By: Dr. Pat Murack
Debt. Whether it is from a credit card, a mortgage payment, and/or that mountain of student loan debt, most of us have some form of it. The key to being financially healthy is to control the debt and not let the debt control you.
According to the AVMA, the average veterinary graduate in 2013 had $162,000 in student loans. That is a lot of money but not something that needs to control you. Do not be like the prodigal son and spend all of your new-found money (veterinary salary) on foolish things. But instead align your heart to God and let him guide you in your finances.
Handling debt in a Godly way starts first with developing and sticking to a God-honoring budget. Each of us should sit down and make a plan to make ends meet, tackle our debt, and start saving. Budgets can take on many forms from elaborate spreadsheets to a simple piece of paper. They all have one thing in common; every dollar that you make needs to be designated to a budgetary item. If you currently do not have a budget I encourage you to sit down and make one. Figure out what you spend on food and other expenses for a pay period. How much does rent/mortgage cost, what about car payments, student loan payments, insurance premiums, savings and your tithe. Factor it all in to create your budget and stick to it.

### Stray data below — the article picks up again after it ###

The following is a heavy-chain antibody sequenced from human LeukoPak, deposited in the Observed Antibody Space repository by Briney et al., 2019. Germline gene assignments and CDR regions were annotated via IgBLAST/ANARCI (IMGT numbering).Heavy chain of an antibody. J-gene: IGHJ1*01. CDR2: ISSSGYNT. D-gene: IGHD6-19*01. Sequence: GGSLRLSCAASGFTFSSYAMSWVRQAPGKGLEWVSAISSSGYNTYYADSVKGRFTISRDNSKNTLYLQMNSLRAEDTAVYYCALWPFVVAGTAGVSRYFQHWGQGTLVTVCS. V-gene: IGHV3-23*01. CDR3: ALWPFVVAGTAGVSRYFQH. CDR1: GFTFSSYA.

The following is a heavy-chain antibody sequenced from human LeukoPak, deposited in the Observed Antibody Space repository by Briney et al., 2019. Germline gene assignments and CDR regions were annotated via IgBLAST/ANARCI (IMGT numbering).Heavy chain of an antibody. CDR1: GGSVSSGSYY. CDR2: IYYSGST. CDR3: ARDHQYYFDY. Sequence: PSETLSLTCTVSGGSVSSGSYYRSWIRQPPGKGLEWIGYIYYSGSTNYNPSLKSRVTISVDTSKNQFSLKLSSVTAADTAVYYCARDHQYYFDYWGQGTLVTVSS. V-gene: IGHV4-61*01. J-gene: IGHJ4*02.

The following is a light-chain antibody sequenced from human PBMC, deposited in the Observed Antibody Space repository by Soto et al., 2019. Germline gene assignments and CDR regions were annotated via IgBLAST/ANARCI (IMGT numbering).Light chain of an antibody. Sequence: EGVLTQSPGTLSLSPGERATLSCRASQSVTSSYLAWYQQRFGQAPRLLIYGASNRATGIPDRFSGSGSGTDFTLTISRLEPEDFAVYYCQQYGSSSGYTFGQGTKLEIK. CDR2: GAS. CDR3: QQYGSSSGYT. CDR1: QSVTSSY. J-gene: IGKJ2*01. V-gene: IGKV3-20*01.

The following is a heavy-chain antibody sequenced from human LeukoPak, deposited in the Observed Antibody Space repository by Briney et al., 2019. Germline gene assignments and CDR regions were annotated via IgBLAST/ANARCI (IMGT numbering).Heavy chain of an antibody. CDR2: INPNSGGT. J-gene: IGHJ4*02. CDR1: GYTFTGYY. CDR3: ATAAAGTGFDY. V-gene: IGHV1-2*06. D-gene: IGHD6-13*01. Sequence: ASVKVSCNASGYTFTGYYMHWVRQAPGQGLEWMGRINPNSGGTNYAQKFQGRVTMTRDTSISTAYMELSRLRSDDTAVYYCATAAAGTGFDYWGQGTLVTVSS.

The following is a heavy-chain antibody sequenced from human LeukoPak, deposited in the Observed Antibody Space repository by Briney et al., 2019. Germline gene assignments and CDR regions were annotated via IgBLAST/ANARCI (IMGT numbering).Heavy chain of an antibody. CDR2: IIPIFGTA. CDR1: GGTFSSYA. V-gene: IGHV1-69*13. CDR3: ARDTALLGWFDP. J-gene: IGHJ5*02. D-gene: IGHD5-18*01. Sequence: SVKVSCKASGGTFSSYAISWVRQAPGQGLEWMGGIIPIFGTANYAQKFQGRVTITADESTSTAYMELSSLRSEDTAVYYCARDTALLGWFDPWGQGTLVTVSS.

If you have problems sticking to a budget I encourage you to use the envelop system. When you get paid, take out cash and put it in envelopes marked food, living expenses, etc. Then only pay for things by using cash. If you do not have enough cash in the food envelope then you cannot go out to eat etc. This gives you a tool to be disciplined in your spending and stick to a budget that will set you up for success.
My next piece of advice is to be careful with your big purchases – house, car etc – and make sure they are sensible. I would encourage you to make your loans longer terms to have a lower monthly payment. Then pay more to your highest interest loan. This allows you to pay off your most costly loan first while having a cushion should you experience financial hardship.
In 2nd Corinthians Paul writes “Each of you should give what you have decided in your heart to give, not reluctantly or under compulsion, for God loves a cheerful giver. And God is able to bless you abundantly, so that in all things at all times, having all that you need, you will abound in every good work.” This is exactly how I feel about tithing. We should give because we want to not because we have to. God provides all that we need. That being said, I will agree that sometimes it feels like we need more than He thinks we do. We are really not giving to God but returning to Him what is rightfully His. This is why I think it is utmost important to tithe and trust God even if you have an enormous amount of debt.
“Suppose one of you wants to build a tower. Won’t you first sit down and estimate the cost to see if you have enough money to complete it?” – Luke 14:28. Aligning your heart to God’s, being a good steward by setting a budget and keeping Christ as the focus are all helpful in tackling any form of overwhelming debt.
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